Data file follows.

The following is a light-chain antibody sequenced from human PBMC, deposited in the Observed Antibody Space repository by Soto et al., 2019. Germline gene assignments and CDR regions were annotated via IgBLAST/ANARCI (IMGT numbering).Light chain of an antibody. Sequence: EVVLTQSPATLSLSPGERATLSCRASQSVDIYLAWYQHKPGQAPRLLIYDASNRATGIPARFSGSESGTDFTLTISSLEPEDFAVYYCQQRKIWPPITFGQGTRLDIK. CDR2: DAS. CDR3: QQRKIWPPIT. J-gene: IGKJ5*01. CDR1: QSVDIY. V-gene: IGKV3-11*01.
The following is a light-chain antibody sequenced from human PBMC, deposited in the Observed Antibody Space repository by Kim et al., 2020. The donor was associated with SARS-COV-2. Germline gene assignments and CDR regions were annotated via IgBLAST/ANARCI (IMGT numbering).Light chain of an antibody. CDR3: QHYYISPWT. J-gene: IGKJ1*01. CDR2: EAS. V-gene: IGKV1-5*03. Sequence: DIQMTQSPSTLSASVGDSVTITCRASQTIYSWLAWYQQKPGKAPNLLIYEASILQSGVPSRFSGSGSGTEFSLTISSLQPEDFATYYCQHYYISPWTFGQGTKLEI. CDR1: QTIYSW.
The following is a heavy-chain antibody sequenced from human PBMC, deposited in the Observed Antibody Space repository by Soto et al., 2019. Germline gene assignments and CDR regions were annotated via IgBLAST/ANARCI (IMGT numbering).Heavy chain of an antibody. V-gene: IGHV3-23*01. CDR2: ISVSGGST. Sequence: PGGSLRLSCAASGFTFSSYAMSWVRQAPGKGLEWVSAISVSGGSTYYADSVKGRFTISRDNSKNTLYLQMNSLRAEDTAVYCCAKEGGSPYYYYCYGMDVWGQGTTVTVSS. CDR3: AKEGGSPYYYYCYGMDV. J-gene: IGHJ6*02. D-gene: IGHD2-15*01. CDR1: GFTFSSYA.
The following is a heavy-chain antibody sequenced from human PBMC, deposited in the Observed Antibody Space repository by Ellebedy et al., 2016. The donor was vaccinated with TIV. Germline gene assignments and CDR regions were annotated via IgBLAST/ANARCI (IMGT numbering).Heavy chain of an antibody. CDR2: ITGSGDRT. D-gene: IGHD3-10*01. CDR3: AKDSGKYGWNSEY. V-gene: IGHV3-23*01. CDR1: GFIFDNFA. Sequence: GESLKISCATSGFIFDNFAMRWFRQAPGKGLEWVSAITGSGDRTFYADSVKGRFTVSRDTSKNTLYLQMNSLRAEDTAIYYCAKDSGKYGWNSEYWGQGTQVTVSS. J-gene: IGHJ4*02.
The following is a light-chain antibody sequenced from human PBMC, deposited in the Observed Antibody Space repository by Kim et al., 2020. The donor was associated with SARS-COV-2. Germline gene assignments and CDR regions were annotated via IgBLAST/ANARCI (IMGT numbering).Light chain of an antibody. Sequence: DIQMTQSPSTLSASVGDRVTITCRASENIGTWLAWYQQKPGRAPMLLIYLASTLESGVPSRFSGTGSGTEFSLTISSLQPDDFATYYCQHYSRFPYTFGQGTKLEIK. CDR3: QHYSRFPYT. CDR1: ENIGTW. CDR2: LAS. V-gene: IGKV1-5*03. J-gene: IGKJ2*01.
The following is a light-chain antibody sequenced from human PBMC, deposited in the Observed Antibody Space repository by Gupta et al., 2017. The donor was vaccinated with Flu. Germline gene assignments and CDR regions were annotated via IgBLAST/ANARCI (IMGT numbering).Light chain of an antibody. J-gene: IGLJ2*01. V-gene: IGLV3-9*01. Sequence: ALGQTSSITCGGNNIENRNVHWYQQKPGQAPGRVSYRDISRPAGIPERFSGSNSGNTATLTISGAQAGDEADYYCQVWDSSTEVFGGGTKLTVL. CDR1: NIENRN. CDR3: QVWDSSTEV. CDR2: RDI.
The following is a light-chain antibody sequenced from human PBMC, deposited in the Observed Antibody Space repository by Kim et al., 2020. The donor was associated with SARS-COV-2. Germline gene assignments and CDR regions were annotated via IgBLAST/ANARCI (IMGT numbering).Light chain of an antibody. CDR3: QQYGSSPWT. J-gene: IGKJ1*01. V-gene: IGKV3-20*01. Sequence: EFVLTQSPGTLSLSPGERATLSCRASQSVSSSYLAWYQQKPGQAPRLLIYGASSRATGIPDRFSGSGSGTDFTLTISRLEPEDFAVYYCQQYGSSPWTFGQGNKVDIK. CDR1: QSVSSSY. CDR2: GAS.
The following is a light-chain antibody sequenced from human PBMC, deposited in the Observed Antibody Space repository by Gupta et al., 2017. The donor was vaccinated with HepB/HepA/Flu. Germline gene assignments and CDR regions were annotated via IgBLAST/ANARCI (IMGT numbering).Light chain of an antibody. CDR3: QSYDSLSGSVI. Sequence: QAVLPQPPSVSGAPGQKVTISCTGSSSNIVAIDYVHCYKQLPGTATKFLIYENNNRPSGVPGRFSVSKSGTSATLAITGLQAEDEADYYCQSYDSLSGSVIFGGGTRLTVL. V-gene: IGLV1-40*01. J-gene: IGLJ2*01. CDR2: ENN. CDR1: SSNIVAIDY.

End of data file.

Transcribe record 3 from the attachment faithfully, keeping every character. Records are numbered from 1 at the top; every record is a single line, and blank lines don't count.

The following is a heavy-chain antibody sequenced from human PBMC, deposited in the Observed Antibody Space repository by Soto et al., 2019. Germline gene assignments and CDR regions were annotated via IgBLAST/ANARCI (IMGT numbering).Heavy chain of an antibody. V-gene: IGHV3-23*01. CDR2: ISVSGGST. Sequence: PGGSLRLSCAASGFTFSSYAMSWVRQAPGKGLEWVSAISVSGGSTYYADSVKGRFTISRDNSKNTLYLQMNSLRAEDTAVYCCAKEGGSPYYYYCYGMDVWGQGTTVTVSS. CDR3: AKEGGSPYYYYCYGMDV. J-gene: IGHJ6*02. D-gene: IGHD2-15*01. CDR1: GFTFSSYA.